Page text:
Published in Book Reviews, Issue 1 (January/February 2016), Reviews, Volume 24

Quinnipiac University Press and Cork University Press

ISBN 9780990468677

Reviewed by Proinsias Ó Drisceoil

I mBéal an Bháis

Neo-liberal notions of consumer choice may have influenced a tendency to attribute the shift from Irish to English as the dominant spoken language in Ireland to rational personal convenience, but what the author of this brief study of the process describes as being, ‘by European standards, a remarkable historical event’ was, he argues, not a consequence of choice but of conquest, the exercise of power and the creation of a hegemony among Irish Catholics which had Anglicisation at its core:

‘What exactly, then, did a pragmatic choice mean in the historical context under consideration? A choice where Irish signified the past, stagnation, backwardness, an incapacity to advance, an incapacity to negotiate the law, authority, the state and its apparatuses, the expanding civic space (and, increasingly, the formal institutional world of religious worship, duty, observance); and English signified competence, access to the future, opportunity, advancement, progress, the possibility of participation, and mobility—social as well as geographical.’

While the book’s title might suggest a specific focus on the mid-nineteenth century, Ó Tuathaigh instead analyses the issue across la longue durée, beginning with the sixteenth-century conquest and proceeding through the decimation of native aristocratic leadership to the gradual immiseration of the broad mass of speakers as the language lost all institutional support and expression.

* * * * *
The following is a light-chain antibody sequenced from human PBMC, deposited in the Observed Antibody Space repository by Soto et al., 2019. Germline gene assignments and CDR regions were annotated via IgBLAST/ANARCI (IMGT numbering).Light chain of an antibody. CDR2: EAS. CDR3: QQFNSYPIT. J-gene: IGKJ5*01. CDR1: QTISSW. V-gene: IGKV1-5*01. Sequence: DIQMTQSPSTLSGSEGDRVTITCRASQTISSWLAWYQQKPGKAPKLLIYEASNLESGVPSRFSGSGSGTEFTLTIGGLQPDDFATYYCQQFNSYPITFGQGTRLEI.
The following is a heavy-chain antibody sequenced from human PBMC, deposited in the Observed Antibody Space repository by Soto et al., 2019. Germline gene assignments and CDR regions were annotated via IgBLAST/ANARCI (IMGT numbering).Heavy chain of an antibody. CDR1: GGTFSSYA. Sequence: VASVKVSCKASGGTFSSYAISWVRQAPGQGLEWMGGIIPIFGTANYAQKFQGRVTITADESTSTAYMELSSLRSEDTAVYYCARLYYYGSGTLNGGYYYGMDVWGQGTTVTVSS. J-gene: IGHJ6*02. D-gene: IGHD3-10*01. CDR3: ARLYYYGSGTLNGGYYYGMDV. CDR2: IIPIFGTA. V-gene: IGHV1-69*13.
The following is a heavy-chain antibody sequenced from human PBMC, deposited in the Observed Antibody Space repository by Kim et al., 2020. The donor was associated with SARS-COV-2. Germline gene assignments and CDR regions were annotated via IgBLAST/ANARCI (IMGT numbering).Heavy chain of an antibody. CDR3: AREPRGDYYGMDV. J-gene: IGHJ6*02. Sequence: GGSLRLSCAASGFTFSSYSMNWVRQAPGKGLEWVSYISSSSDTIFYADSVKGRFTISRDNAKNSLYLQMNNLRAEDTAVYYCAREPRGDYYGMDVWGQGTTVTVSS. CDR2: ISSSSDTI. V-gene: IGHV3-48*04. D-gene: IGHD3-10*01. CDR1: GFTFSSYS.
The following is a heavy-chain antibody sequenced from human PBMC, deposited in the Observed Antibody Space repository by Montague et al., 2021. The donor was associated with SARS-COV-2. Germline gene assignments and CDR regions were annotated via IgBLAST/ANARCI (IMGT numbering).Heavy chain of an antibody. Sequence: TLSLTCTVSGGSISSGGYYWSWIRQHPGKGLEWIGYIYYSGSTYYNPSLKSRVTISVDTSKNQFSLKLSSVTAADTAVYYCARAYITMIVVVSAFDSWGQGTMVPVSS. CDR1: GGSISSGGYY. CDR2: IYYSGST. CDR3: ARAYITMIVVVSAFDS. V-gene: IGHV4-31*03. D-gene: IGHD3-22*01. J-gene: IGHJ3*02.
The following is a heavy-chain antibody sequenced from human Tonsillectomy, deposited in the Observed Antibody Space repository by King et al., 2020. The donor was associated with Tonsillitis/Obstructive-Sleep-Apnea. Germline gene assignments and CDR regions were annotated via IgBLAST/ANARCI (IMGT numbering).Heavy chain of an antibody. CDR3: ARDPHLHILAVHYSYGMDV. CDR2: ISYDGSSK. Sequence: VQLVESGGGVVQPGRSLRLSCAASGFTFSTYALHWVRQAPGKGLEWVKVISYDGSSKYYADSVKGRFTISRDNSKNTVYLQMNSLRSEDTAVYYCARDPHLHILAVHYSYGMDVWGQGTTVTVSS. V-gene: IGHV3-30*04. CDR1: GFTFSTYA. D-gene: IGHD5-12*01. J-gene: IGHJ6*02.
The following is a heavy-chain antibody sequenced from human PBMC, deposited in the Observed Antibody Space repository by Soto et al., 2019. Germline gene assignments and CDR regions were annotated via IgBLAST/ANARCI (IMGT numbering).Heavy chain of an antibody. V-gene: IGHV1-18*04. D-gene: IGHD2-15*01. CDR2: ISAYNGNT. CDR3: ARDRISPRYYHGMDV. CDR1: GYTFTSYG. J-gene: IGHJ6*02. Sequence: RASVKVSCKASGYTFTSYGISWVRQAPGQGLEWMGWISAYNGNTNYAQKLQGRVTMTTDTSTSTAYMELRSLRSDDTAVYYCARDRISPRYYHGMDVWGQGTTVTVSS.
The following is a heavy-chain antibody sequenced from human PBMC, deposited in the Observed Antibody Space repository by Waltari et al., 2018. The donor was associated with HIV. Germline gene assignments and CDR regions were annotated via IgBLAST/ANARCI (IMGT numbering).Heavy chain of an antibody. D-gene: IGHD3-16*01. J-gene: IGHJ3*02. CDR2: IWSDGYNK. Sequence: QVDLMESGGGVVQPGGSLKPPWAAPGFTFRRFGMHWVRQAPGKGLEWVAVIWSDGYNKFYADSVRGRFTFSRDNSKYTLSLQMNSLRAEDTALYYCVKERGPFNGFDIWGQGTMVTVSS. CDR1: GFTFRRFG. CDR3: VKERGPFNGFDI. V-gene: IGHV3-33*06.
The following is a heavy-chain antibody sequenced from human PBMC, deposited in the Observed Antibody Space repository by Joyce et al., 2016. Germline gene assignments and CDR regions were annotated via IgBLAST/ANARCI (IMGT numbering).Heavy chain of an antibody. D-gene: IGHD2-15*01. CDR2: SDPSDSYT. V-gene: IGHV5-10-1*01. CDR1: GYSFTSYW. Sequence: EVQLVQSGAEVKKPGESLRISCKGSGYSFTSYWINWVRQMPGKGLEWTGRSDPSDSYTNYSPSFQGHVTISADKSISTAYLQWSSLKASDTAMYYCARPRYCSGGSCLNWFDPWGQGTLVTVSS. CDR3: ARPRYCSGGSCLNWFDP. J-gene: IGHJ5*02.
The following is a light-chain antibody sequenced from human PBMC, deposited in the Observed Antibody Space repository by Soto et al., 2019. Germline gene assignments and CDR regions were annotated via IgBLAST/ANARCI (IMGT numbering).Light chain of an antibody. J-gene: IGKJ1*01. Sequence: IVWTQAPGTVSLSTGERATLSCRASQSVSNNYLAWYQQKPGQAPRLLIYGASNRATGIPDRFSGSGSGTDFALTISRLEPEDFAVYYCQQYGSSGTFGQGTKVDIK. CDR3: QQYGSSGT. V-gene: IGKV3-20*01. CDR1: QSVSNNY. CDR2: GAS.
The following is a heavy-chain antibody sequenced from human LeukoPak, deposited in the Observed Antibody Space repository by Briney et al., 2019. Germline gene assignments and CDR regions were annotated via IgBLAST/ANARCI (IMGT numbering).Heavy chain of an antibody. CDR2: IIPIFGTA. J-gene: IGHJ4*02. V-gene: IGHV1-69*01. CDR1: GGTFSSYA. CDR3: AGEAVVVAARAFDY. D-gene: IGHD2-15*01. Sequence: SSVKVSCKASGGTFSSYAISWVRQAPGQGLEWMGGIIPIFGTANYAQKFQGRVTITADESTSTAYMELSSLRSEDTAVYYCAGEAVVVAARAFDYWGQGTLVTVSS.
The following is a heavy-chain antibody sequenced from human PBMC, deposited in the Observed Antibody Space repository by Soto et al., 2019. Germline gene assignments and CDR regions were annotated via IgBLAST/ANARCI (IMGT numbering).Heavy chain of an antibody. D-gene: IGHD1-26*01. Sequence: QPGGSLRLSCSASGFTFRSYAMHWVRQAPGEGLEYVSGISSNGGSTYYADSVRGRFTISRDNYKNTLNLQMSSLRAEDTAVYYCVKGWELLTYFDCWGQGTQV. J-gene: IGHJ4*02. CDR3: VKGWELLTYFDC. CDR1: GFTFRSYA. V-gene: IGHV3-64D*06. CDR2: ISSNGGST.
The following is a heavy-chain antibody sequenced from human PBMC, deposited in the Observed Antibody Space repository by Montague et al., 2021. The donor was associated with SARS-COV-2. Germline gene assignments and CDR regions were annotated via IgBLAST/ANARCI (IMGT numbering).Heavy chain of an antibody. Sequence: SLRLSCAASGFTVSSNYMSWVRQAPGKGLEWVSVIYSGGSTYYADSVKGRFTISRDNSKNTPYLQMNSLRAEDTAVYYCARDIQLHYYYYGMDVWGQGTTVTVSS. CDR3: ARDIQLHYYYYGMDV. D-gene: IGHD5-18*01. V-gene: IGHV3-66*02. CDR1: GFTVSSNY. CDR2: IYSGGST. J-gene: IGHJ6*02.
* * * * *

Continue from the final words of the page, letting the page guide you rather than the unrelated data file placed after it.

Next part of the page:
Joep Leerssen’s argument, deriving from Habermas, that Irish lacked a ‘public sphere’ comparable to that occupied by English is subjected here to sustained critique; while the binary ‘Hidden Ireland, Public Sphere’ thesis is deemed to have been ‘overly schematic’, it is fair to say that Leerssen’s postulation emerges more plausibly from this than from many recent studies. Ó Tuathaigh identifies the Catholic Church as an institution critical to language change. Although led by an élite sharing similar ethnic origins to the speakers of Irish, the church effectively excluded Irish from its main domains, particularly after Maynooth College had supplanted Continental Irish colleges, where the language had a higher status than its largely token presence in the Maynooth curriculum. The church hierarchy as the central committee of the Catholic bourgeoisie endorsed the language choice of the latter to the exclusion of Irish; the adoption of similar attitudes by the Irish-speaking poor inevitably followed, however slowly, part of a shift which ‘was already accelerating in the three decades before the founding of the “National” schools in 1831’.